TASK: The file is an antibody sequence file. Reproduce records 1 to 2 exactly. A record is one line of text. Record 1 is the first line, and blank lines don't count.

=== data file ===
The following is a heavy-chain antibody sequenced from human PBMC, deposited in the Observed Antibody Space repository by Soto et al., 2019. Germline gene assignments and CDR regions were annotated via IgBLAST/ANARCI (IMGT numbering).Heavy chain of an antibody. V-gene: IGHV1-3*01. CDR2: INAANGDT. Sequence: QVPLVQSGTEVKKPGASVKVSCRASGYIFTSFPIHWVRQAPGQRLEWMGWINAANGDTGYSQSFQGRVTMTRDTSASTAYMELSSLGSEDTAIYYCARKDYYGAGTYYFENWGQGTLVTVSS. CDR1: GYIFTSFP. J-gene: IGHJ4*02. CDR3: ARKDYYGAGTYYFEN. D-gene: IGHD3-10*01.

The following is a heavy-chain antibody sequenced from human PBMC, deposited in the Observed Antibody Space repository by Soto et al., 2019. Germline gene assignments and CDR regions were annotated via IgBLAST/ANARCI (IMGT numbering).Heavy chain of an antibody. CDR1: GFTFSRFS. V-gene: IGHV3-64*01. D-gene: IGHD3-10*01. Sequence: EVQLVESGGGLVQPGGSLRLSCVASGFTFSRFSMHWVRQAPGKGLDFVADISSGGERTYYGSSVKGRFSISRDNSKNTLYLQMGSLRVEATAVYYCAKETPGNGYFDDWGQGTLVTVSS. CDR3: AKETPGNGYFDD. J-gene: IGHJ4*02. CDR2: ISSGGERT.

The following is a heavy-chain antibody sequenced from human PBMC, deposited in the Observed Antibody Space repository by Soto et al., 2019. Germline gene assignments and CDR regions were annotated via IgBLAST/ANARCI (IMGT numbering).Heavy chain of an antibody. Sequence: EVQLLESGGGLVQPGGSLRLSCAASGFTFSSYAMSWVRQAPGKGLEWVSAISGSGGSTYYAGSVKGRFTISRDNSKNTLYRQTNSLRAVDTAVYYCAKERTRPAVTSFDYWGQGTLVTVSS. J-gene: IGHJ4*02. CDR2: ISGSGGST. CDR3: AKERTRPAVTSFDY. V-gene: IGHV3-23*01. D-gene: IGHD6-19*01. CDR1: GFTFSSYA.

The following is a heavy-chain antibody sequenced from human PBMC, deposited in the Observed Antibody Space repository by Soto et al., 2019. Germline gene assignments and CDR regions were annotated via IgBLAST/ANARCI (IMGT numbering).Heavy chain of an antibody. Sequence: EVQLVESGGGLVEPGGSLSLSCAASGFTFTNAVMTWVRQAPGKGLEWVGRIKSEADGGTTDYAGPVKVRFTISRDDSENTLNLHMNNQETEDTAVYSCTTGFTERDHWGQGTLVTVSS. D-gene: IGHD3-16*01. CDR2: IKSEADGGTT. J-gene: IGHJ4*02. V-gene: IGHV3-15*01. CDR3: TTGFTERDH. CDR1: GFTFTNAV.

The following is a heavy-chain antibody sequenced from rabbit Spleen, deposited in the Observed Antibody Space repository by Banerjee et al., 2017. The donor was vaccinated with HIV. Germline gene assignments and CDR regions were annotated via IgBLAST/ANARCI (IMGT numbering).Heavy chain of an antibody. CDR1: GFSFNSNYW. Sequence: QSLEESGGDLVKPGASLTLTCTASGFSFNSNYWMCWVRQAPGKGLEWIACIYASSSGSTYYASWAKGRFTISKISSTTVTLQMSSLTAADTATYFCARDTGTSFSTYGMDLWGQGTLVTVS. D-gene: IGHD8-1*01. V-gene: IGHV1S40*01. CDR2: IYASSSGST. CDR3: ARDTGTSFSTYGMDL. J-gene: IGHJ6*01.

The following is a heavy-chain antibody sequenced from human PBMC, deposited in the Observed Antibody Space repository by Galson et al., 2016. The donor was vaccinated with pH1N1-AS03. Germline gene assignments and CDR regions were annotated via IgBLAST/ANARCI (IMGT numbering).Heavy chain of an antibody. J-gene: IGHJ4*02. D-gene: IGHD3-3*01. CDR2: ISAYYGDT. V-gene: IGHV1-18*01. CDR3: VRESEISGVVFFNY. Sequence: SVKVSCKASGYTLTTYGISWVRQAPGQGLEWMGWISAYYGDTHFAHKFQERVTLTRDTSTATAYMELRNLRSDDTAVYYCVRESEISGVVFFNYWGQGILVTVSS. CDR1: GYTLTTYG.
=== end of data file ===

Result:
The following is a heavy-chain antibody sequenced from human PBMC, deposited in the Observed Antibody Space repository by Soto et al., 2019. Germline gene assignments and CDR regions were annotated via IgBLAST/ANARCI (IMGT numbering).Heavy chain of an antibody. V-gene: IGHV1-3*01. CDR2: INAANGDT. Sequence: QVPLVQSGTEVKKPGASVKVSCRASGYIFTSFPIHWVRQAPGQRLEWMGWINAANGDTGYSQSFQGRVTMTRDTSASTAYMELSSLGSEDTAIYYCARKDYYGAGTYYFENWGQGTLVTVSS. CDR1: GYIFTSFP. J-gene: IGHJ4*02. CDR3: ARKDYYGAGTYYFEN. D-gene: IGHD3-10*01.

The following is a heavy-chain antibody sequenced from human PBMC, deposited in the Observed Antibody Space repository by Soto et al., 2019. Germline gene assignments and CDR regions were annotated via IgBLAST/ANARCI (IMGT numbering).Heavy chain of an antibody. CDR1: GFTFSRFS. V-gene: IGHV3-64*01. D-gene: IGHD3-10*01. Sequence: EVQLVESGGGLVQPGGSLRLSCVASGFTFSRFSMHWVRQAPGKGLDFVADISSGGERTYYGSSVKGRFSISRDNSKNTLYLQMGSLRVEATAVYYCAKETPGNGYFDDWGQGTLVTVSS. CDR3: AKETPGNGYFDD. J-gene: IGHJ4*02. CDR2: ISSGGERT.